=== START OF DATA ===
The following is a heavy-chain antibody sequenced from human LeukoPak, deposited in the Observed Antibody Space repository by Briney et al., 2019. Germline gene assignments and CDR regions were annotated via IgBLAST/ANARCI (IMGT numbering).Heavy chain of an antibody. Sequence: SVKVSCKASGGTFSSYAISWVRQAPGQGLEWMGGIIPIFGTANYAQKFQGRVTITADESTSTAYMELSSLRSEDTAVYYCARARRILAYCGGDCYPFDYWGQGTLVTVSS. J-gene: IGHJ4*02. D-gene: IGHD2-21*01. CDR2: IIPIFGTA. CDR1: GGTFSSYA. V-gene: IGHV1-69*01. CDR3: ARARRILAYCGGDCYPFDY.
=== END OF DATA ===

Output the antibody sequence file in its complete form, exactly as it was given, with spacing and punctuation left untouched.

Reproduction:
The following is a heavy-chain antibody sequenced from human LeukoPak, deposited in the Observed Antibody Space repository by Briney et al., 2019. Germline gene assignments and CDR regions were annotated via IgBLAST/ANARCI (IMGT numbering).Heavy chain of an antibody. Sequence: SVKVSCKASGGTFSSYAISWVRQAPGQGLEWMGGIIPIFGTANYAQKFQGRVTITADESTSTAYMELSSLRSEDTAVYYCARARRILAYCGGDCYPFDYWGQGTLVTVSS. J-gene: IGHJ4*02. D-gene: IGHD2-21*01. CDR2: IIPIFGTA. CDR1: GGTFSSYA. V-gene: IGHV1-69*01. CDR3: ARARRILAYCGGDCYPFDY.